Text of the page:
Luc Ayang

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Luc Ayang (born 1947[1]) is a Cameroonian politician who served as 3rd Prime Minister of Cameroon from 1983 to 1984. He has been President of the Economic and Social Council of Cameroon since 1984.

Biography[edit]

An ethnic Kirdi[2] and a Christian,[3] Ayang was born at Doukoula, located in the Karhay District of Mayo-Danaï Department in the Far North Province. He graduated from the University of Yaounde with a degree in law and economics in 1972. In March 1975, he was appointed to a post in the Secretariat-General of the Presidency, as Head of the Service of Legislation and Regulation in the Division of Administrative and Legal Affairs. He was then named First Deputy Prefect of Ngaoundéré in September 1976, before entering the government as Minister of Livestock, Fisheries and Animal Industries on 2 May 1978. After five years in that position,[1] he became Prime Minister of Cameroon, on an interim basis,[4] under President Paul Biya, serving from 22 August 1983[1][4] to 25 January 1984, when the post of Prime Minister was eliminated through a constitutional amendment.[4]

Since 1984, Ayang has been the President of the Economic and Social Council.[5][6] He is also a member of the Political Bureau of the ruling Cameroon People's Democratic Movement (CPDM).[7] During the campaign for the 2004 presidential election, Ayang was a vice-president of the support and follow-up committee of Biya's election campaign in the Far North Province.[8] Later, during the campaign for the July 2007 parliamentary and municipal elections, Ayang was a member of the CPDM's Central Campaign Committee; he was also President of the CPDM Provincial Campaign Committee in the Far North Province.[9]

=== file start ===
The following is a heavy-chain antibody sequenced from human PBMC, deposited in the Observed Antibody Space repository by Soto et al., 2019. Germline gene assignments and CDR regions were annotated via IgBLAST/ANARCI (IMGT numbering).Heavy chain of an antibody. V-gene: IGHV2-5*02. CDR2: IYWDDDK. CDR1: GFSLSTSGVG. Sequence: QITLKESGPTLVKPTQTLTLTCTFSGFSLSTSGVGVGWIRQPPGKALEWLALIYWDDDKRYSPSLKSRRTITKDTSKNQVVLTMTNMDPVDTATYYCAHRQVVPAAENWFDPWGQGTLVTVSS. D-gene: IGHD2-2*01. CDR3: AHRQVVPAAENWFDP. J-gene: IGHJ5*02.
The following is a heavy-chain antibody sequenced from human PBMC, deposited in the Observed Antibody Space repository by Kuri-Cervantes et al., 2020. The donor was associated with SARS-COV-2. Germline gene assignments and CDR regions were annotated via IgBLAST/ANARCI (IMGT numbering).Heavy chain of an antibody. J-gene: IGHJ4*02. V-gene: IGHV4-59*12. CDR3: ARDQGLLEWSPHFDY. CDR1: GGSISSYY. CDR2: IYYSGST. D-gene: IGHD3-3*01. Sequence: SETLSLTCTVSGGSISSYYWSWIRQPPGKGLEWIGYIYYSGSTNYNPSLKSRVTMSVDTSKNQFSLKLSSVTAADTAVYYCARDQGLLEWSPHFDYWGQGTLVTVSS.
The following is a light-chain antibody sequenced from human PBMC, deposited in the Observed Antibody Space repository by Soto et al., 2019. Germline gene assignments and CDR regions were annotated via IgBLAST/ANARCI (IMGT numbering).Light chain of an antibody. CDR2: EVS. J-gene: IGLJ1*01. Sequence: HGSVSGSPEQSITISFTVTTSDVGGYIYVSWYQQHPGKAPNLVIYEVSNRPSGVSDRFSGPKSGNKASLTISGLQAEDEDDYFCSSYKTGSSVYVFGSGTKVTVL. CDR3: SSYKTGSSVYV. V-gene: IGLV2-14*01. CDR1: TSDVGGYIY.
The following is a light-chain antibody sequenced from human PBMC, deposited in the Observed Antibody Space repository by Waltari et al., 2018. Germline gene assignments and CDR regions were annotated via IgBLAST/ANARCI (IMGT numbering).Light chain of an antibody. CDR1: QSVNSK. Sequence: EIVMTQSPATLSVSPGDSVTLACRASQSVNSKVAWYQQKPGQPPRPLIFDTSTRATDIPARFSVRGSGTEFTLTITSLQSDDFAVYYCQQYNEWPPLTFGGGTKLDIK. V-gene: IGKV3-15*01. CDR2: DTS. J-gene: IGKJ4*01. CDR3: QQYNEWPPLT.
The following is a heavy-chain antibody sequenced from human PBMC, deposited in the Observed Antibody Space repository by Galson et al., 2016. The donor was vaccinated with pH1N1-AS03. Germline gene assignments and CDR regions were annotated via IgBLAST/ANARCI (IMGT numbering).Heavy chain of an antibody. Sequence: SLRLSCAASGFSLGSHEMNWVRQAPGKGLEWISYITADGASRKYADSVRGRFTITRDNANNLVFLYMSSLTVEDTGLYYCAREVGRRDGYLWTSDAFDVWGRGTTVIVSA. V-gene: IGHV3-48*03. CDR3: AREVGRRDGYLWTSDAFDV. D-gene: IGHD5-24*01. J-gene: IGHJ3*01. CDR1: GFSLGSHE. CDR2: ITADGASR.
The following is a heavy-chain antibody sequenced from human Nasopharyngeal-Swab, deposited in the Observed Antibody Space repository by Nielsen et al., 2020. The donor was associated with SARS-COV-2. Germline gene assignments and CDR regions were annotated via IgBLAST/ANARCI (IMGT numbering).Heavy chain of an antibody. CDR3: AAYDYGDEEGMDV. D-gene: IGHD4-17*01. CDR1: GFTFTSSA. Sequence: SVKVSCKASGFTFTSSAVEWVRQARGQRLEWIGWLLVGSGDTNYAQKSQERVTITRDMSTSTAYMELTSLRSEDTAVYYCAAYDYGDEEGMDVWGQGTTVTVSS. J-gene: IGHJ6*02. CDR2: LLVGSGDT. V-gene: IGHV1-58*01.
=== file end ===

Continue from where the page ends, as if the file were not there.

In June 2013 he delivered a message from President Biya to Angolan President José Eduardo dos Santos seeking a general increase in cooperation between the two countries.[10]

Personal life[edit]

He is married with three children.[1]

References[edit]

  1. ^ a b c d Official government biography (French).
  2. ^ Marchés tropicaux et méditerranéens (1984), issues 2,004–2,016, page 1,000 (French).
  3. ^ Mark DeLancey, Cameroon: Dependence and Independence (1989), Westview Press, page 68.
  4. ^ a b c Luc Sindjoun, "Le Président de la République au Cameroun", histoire-du-cameroun.com (French).
  5. ^ Pauline Biyong, "Cri citoyen d'une femme", Journal La Cité, number 72, Special, October 2006, page 3.
  6. ^ "Sep 1984 - Attempted coup—Political changes—Budget", Keesing's Record of World Events, volume 30, September 1984, Cameroon, page 33,075.
  7. ^ "Les membres du bureau politique", RDPC website (French).
  8. ^ "President Paul Biya selects campaign team", 2004 presidential election website.
  9. ^ "Elections Législatives et Municipales du 22 Juillet 2007", CPDM website (French).
  10. ^ "Le Cameroun pour le renforcement de la coopération avec l'Angola", Angola Press Agency, 21 June 2013 (French).
Preceded by
Maigari Bello Bouba
Prime Minister of Cameroon
1983–1984
Vacant